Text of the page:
Which eminent scientist's long-term residence (pictured) was called Down House?
It's fair to say that when, in 1842, the eminent evolutionary biologist Charles Darwin (1809-1882) and his wife Emma first visited Down House, then in Kent although it was later incorporated into greater London, they weren't over-impressed. They described it as far too close to a neighbouring property, neither new nor old (in fact it probably dated from the 17th century) and frankly ugly. But they were tired of both living in London and house-hunting, and at £2,200 (roughly equivalent to around £200,000 in 2019) it was cheap. And at least there was some decent scenery not too far away.
They moved in later that year and set to renovating and improving the property. It was extended and the surrounding lane was lowered. Darwin oversaw the planting of trees, and even a greenhouse to tend the orchids that formed the basis of some of his research. However, it is worth noting that his mind was not always on his scientific research, and he also installed a tennis court, a billiard room, and a sandpit for his children.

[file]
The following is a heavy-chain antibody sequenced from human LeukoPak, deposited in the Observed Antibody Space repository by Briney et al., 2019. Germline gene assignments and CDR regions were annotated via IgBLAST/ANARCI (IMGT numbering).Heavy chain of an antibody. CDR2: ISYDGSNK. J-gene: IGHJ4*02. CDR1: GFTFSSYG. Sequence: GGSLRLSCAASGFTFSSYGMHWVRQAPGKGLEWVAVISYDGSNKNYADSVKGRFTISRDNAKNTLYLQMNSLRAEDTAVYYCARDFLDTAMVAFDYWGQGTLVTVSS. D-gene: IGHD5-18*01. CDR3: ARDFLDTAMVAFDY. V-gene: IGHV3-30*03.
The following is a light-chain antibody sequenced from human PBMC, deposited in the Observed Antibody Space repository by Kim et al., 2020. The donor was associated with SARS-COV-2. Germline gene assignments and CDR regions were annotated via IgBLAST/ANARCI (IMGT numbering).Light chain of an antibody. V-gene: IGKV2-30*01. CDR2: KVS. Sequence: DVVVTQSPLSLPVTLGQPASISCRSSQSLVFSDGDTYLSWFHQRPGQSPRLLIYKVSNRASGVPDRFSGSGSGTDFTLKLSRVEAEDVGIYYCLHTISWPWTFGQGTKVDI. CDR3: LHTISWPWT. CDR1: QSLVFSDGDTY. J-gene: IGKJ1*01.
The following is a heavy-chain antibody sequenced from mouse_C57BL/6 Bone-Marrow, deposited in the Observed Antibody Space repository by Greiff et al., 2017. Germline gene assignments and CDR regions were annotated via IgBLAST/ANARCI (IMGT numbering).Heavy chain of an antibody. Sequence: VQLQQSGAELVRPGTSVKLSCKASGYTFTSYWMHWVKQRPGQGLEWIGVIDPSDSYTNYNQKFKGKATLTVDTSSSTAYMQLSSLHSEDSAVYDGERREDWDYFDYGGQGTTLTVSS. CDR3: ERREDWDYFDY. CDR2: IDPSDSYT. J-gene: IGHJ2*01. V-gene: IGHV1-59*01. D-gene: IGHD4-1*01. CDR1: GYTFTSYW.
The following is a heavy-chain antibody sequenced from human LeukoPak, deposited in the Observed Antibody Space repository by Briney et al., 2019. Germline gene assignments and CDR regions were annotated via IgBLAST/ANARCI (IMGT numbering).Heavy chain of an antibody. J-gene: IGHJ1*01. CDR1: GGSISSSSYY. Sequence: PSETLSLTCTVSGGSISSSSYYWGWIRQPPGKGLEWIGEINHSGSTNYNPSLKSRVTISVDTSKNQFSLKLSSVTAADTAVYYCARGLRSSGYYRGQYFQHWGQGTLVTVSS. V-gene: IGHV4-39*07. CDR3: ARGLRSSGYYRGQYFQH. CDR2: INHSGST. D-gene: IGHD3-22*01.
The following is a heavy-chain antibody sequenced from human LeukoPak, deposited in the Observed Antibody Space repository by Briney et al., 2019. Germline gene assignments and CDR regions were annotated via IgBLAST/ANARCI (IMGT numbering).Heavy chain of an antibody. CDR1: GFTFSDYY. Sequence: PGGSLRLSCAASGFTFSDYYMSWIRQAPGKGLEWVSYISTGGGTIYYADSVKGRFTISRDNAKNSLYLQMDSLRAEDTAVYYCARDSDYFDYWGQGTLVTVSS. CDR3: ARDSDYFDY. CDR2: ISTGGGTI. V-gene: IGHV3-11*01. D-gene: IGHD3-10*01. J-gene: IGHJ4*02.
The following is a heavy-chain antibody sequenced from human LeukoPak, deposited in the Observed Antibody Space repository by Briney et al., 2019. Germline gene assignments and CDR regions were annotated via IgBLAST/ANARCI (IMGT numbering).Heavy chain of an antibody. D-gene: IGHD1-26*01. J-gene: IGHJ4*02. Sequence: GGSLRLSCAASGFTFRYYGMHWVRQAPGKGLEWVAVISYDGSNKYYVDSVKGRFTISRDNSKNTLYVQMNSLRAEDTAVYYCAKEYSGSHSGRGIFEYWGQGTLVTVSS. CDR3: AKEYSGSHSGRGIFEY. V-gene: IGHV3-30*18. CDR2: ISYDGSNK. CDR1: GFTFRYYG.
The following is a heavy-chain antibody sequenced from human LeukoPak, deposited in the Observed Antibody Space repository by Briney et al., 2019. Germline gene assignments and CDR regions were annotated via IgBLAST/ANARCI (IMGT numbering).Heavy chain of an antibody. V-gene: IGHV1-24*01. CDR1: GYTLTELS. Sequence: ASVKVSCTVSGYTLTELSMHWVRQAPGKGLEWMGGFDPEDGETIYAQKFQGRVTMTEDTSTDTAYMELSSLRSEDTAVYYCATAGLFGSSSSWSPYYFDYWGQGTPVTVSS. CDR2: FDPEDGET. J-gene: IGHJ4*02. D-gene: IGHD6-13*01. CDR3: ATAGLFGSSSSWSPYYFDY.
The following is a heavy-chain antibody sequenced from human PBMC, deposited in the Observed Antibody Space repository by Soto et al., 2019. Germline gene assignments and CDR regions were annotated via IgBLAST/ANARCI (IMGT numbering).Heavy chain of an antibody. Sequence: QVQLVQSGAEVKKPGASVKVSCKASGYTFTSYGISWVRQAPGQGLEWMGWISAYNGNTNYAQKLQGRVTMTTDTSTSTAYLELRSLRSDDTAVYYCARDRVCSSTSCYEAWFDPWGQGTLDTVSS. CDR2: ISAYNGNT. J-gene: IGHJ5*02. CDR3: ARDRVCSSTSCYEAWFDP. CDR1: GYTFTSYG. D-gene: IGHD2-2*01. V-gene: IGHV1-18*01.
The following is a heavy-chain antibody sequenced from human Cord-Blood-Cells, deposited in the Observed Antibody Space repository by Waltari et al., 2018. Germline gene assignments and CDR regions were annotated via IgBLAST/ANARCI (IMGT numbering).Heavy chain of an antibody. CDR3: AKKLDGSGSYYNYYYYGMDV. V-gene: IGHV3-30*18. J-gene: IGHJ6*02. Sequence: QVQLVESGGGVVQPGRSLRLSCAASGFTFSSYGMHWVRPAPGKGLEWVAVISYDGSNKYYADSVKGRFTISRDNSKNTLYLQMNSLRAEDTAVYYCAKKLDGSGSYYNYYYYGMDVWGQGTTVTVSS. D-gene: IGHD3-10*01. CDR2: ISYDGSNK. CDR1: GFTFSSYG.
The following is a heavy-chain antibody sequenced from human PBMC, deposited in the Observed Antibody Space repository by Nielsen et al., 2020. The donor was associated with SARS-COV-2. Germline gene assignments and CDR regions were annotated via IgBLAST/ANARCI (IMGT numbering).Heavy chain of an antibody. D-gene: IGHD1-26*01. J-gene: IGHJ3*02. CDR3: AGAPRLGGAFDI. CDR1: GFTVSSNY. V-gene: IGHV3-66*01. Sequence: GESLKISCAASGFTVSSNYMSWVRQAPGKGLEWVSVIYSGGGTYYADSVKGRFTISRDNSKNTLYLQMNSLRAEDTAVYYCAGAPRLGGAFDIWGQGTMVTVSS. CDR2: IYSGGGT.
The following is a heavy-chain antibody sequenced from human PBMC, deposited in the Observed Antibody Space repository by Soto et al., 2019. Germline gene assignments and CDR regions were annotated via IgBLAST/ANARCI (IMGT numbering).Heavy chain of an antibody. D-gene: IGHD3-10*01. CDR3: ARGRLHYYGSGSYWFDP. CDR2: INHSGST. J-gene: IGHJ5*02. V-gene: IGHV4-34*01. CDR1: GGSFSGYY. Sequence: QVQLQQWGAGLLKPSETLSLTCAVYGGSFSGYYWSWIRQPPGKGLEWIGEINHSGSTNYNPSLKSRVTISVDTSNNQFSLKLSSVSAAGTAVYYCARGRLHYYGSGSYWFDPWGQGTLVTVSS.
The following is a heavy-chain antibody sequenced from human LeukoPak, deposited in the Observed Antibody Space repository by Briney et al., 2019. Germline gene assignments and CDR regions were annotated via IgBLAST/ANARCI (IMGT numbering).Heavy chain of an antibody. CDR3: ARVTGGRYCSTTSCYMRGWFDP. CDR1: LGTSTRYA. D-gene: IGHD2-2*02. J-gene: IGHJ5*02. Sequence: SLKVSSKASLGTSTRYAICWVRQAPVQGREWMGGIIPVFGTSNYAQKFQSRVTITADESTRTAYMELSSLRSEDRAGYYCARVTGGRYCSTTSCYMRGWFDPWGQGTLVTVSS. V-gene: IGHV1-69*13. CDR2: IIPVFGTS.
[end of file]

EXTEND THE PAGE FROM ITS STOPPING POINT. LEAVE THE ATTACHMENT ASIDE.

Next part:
He died at Down in 1882, but the family continued to live there until 1897. A subsequent owner was the first man in the village to own a motor-car!
From 1907-1922 it was a girls' school, and one of its alumnae, the author Elizabeth Bowen, recalled their scant regard for its historic and scientific significance.
The house is now open to the public at certain times, but surprisingly its bid for World Heritage Status was unsuccessful.